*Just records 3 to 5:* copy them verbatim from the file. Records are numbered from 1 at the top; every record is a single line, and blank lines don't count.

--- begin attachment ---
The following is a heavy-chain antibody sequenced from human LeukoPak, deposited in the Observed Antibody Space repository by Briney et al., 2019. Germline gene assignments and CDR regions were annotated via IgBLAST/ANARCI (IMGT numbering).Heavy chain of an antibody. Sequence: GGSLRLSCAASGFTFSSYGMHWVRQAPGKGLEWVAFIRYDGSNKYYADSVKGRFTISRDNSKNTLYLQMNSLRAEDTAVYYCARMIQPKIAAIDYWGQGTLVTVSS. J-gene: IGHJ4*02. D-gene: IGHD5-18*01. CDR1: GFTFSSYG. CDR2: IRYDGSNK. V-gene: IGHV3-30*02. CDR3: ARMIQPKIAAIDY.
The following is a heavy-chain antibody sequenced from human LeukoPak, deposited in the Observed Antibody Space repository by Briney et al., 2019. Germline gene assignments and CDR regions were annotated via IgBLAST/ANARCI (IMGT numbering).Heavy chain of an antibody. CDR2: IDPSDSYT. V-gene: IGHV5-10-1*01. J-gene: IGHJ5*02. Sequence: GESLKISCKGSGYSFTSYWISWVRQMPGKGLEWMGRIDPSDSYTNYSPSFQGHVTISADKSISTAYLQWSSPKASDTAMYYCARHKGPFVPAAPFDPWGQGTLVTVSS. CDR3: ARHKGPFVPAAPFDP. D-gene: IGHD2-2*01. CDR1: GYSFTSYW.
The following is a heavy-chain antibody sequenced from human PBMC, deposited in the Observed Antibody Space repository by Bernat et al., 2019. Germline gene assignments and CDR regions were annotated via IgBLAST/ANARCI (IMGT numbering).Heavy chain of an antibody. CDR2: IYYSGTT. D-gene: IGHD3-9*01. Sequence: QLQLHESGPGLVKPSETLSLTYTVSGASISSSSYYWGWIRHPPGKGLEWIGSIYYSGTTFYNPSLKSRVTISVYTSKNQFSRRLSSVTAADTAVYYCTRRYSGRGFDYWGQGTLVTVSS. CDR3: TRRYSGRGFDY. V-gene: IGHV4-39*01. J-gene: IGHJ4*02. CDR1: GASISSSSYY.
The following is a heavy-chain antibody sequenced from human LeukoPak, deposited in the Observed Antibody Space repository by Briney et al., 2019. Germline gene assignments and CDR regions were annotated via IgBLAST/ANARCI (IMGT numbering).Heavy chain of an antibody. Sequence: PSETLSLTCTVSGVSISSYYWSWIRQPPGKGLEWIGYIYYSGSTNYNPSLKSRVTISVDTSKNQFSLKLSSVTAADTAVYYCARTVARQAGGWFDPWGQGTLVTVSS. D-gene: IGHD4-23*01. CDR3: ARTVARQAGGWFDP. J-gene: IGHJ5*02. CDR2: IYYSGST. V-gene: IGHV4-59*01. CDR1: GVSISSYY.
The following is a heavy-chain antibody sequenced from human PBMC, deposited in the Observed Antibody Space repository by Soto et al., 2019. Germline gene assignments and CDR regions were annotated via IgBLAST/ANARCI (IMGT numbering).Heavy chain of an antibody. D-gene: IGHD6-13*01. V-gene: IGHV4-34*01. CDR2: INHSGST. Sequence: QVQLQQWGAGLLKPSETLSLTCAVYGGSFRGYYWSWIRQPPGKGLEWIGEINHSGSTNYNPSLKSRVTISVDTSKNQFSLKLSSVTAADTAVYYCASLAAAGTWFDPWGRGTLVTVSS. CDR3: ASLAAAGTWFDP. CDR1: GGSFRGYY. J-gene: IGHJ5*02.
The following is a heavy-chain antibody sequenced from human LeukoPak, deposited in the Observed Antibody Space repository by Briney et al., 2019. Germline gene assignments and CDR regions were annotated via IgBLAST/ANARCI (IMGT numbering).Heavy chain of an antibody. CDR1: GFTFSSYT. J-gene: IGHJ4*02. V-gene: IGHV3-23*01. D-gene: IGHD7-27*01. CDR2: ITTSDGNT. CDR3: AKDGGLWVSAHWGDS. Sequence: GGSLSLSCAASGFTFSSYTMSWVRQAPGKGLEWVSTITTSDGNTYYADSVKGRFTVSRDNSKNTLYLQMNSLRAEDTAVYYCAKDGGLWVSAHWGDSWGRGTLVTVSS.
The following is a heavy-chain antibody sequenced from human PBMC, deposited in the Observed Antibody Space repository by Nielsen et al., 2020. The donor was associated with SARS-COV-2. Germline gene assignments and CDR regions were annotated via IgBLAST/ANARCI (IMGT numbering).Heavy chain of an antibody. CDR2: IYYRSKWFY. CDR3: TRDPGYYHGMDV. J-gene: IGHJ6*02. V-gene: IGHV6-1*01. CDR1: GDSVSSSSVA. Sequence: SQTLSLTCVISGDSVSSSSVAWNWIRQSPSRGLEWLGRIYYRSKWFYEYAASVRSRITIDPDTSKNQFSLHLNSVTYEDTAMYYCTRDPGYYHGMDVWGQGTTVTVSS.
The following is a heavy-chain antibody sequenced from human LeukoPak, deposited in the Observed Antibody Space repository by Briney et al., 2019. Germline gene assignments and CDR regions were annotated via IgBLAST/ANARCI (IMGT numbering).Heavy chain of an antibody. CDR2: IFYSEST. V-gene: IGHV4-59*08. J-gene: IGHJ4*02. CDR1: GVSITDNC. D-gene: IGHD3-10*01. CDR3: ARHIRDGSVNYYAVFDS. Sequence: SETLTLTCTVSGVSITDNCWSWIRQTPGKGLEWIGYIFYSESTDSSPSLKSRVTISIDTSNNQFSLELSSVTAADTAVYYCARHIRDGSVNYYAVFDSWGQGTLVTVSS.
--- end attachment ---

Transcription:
The following is a heavy-chain antibody sequenced from human PBMC, deposited in the Observed Antibody Space repository by Bernat et al., 2019. Germline gene assignments and CDR regions were annotated via IgBLAST/ANARCI (IMGT numbering).Heavy chain of an antibody. CDR2: IYYSGTT. D-gene: IGHD3-9*01. Sequence: QLQLHESGPGLVKPSETLSLTYTVSGASISSSSYYWGWIRHPPGKGLEWIGSIYYSGTTFYNPSLKSRVTISVYTSKNQFSRRLSSVTAADTAVYYCTRRYSGRGFDYWGQGTLVTVSS. CDR3: TRRYSGRGFDY. V-gene: IGHV4-39*01. J-gene: IGHJ4*02. CDR1: GASISSSSYY.
The following is a heavy-chain antibody sequenced from human LeukoPak, deposited in the Observed Antibody Space repository by Briney et al., 2019. Germline gene assignments and CDR regions were annotated via IgBLAST/ANARCI (IMGT numbering).Heavy chain of an antibody. Sequence: PSETLSLTCTVSGVSISSYYWSWIRQPPGKGLEWIGYIYYSGSTNYNPSLKSRVTISVDTSKNQFSLKLSSVTAADTAVYYCARTVARQAGGWFDPWGQGTLVTVSS. D-gene: IGHD4-23*01. CDR3: ARTVARQAGGWFDP. J-gene: IGHJ5*02. CDR2: IYYSGST. V-gene: IGHV4-59*01. CDR1: GVSISSYY.
The following is a heavy-chain antibody sequenced from human PBMC, deposited in the Observed Antibody Space repository by Soto et al., 2019. Germline gene assignments and CDR regions were annotated via IgBLAST/ANARCI (IMGT numbering).Heavy chain of an antibody. D-gene: IGHD6-13*01. V-gene: IGHV4-34*01. CDR2: INHSGST. Sequence: QVQLQQWGAGLLKPSETLSLTCAVYGGSFRGYYWSWIRQPPGKGLEWIGEINHSGSTNYNPSLKSRVTISVDTSKNQFSLKLSSVTAADTAVYYCASLAAAGTWFDPWGRGTLVTVSS. CDR3: ASLAAAGTWFDP. CDR1: GGSFRGYY. J-gene: IGHJ5*02.